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Friday, May 1, 2009

Ghosts of Girlfriends Past


If Charles Dickens were still around to collect the royalties for every use that's been made of "A Christmas Carol," he'd surely be giving J.K. Rowling a run for her money, and then some.

In "Ghosts of Girlfriends Past" (Warner Bros.) -- a contemporary riff on the story, though this time sans Christmas and the Victorian author's unerring good taste -- heartless womanizing bachelor Connor Mead (Matthew McConaughey) has the Scrooge role, and it's marriage and fidelity rather than the yuletide spirit that he scorns.

Connor is visited by the ghosts of his sleazy playboy Uncle Wayne (Michael Douglas) and those of his jilted girlfriends -- junior high dalliance Allison (Emma Stone), his assistant, Melanie (Noureen DeWulf), and a silent specter of the future (Olga Maliouk) -- on the eve of the Newport, R.I., wedding of his brother, Paul (Breckin Meyer).

Paul's engaged to the hysteria-prone Sandra (Lacey Chabert), daughter of divorced Sgt. Maj. Volkom (Robert Forster), now an ordained minister, and mother Vonda (Anne Archer).

Celebrity photographer Connor -- bluntly, a macho pig (and kudos to McConaughey for playing him so unsympathetically) -- so barely tolerates the ritual his brother is about to endure that he refuses to offer the customary toast. Sandra's randy bridesmaids are hoping to score sexually at the wedding, and have their collective eyes on Connor -- who, in a particularly yucky scene, attempts to seduce, of all people, the mother of the bride. (She coolly rebuffs him.)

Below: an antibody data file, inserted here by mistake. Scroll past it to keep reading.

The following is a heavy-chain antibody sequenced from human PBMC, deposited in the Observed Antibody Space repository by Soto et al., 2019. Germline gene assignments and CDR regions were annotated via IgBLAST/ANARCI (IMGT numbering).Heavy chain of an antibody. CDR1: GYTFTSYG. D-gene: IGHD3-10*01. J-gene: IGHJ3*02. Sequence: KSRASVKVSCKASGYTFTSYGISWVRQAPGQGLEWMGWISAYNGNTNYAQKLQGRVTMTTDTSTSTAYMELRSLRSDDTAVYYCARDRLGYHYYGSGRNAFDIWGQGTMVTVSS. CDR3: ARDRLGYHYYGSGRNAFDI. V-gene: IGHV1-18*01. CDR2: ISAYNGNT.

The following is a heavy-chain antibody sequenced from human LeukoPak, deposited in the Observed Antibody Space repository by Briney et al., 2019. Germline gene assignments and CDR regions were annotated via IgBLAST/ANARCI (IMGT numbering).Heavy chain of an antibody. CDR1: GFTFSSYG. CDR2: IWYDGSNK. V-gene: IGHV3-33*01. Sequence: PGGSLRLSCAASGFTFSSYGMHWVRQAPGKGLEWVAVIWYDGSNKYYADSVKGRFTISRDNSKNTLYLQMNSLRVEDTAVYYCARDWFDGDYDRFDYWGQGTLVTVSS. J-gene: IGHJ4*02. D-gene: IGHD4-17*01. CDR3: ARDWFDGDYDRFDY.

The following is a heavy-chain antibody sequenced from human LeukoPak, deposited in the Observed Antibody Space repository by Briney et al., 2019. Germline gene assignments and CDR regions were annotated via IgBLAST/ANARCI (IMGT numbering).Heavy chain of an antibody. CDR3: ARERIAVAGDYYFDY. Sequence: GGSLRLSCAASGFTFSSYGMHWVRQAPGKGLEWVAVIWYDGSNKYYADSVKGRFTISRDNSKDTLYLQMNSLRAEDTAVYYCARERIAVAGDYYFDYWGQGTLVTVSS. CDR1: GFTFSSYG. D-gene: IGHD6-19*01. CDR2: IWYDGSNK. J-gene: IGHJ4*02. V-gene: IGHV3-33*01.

Predictably, and much like his Dickensian forebear, best man Connor comes to a full realization of the depth of his feelings for his childhood sweetheart, Jenny (Jennifer Garner), the maid of honor.

There's ultimately (and predictably) a wonderfully redemptive outcome and a strong affirmation of marriage and fidelity. Connor is allowed to witness the wedding party's conversation; he hears Paul speak lovingly of how his brother looked after him when their parents were killed in a crash while they were still youngsters. The invisible Connor looks on tearfully, and in that moment, the film begins to show genuine heart.

Later on, when Connor sees the error of his ways, there are a couple of superlative scenes for the reformed McConaughey, who here demonstrates -- as he did playing the football coach in true-life drama "We Are Marshall" -- what a fine and very honest actor he can be beneath the surfer looks and washboard stomach.

It's a shame, then, that Jon Lucas and Scott Moore's script is marred by so much crude humor until then. A classier approach -- suggesting the character's prodigal ways less offensively -- would have been far preferable.

The final moments of the film -- directed by Mark Waters -- are genuinely touching, but it's a long slog through coarseness till then. Print this post

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